Chemical etching of coatings

To create nanostructured morphology and prepare hydrophobic surface the coated surfaces were etched by dipping in different organic solvents which were already used for dissolution of PMMA. By this way the solvents selectively etch the PMMA and create nanostructures.

Scanning Electron Microscopic Studies

Surface morphology of the hydrophobic polymeric coated surface was done by using Zeiss scanning electron microscope (SEM). For SEM, the films were first mounted on stub and then fix with the help of good adhesive (tape, paste) and put in the gold coating unit for 30 minute. This unit give the thickness of 10-15AO to the sample and make conductive for the transmission of electron beam for images and collected the images of polymer with different solvents at variable magnification at different scale as possible.

Contact angle studies

The hydrophobicity of the film was measured by checking contact angle of water dropped on the film surface using contact angle goniometer. This was performed on Easy Drop-standard from KRUSS; Germany with pre-installed Drop Shape Analysis Software DSA-1. The sessile drop method was used to measure the contact angle using an optical subsystem to capture the profile of a pure liquid on a solid substrate. This method involves depositing a liquid drop on a smooth solid surface and measuring the angle between the solid surface and the tangent to the drop profile at the drop edge.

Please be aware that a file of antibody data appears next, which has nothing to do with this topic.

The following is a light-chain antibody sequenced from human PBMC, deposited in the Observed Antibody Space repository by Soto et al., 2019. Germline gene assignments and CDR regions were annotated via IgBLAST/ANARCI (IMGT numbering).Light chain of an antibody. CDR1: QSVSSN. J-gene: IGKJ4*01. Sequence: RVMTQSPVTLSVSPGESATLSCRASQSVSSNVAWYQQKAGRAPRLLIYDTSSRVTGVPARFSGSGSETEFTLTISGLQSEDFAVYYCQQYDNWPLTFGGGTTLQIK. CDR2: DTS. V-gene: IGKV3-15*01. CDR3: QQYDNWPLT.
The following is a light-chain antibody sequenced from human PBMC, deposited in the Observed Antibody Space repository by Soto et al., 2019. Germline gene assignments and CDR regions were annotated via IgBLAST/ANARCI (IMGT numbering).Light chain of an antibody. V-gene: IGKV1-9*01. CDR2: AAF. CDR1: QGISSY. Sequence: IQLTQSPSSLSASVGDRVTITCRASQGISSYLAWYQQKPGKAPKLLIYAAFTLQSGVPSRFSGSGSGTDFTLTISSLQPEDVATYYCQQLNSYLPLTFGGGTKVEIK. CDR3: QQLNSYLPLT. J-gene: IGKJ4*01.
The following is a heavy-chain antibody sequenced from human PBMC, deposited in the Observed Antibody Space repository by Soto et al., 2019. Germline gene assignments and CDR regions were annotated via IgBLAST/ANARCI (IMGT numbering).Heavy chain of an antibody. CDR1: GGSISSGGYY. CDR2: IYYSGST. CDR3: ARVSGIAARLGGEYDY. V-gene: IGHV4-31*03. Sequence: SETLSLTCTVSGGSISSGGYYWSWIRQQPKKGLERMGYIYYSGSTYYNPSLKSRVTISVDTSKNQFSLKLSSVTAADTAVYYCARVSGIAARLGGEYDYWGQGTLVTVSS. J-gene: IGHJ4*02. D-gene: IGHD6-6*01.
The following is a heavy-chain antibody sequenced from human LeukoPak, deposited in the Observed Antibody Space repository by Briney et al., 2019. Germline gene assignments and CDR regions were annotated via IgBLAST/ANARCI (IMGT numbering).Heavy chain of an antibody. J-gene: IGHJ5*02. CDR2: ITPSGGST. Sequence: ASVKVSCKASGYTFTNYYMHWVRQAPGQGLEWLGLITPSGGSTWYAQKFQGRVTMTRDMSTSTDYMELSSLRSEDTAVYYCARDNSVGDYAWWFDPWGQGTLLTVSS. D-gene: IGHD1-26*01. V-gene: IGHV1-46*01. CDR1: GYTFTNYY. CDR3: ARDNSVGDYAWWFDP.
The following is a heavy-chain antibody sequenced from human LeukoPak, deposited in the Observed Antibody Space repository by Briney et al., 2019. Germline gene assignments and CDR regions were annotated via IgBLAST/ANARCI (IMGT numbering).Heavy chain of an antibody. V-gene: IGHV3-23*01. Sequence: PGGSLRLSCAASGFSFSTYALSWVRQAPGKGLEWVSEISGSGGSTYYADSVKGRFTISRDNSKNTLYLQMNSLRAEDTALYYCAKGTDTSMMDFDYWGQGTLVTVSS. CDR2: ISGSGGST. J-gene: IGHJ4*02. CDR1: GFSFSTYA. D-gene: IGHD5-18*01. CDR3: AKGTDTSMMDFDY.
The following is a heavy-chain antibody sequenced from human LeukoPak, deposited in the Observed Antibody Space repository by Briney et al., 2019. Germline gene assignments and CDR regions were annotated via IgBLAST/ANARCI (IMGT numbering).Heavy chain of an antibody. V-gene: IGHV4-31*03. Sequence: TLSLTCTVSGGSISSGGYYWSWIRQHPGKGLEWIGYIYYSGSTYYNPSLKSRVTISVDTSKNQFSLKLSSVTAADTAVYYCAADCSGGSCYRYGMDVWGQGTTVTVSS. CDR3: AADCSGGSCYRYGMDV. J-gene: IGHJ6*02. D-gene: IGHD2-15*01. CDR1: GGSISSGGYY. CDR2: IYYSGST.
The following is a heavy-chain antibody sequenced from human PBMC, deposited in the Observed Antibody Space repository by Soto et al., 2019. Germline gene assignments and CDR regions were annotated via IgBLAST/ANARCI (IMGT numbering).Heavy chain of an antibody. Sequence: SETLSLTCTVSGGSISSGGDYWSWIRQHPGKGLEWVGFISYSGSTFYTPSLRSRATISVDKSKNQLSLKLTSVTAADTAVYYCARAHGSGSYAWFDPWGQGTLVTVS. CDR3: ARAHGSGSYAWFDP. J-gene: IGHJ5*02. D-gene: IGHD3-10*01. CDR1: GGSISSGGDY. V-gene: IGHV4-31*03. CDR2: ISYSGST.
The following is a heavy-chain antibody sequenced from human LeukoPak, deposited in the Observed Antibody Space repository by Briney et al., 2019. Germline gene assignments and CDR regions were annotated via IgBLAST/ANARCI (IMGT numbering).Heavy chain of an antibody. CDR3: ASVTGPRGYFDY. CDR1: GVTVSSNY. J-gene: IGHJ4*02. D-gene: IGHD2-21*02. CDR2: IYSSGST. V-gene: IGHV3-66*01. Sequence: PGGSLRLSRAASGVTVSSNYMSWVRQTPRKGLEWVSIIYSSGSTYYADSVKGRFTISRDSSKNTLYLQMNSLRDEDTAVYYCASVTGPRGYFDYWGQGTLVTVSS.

Antimicrobial Activity Studies

Antimicrobial activity of PMMA coated surface was done by dipping the small piece of coated surfaces into liquid bacterial culture of E. coli having a standard density 0.5 McFarland for 24 hrs at 37[degrees]C. After Removal the coated pieces were dried and stained. The stained pieces were visualized under trinoccular microscope to observe bacterial adhesion on coated surface. Same treatment was applied on plane glass surface as positive control to compare the results.

Results and Discussion

Fabrication of Coating

Various coating formulations were prepared and successfully applied on glass surfaces. The nanostructures were created by solvent etching. Compositions of various coating formulations and solvents used for etching were shown in Table 1 with their codes.

Scanning Electron Microscopic Studies of coated surfaces

SEM images of various coatings were shown in figure 1. SEM images of all coating shows micro and nanostructures on surface as compared to plane glass slide (ref.). These micro and nanostructures leads to surface roughness and responsible for hydrophobicity on surface. PCEE coated surface shows aspen leaf like nanostructures which shows hydrophobic nature.

Effect of coating on Contact angle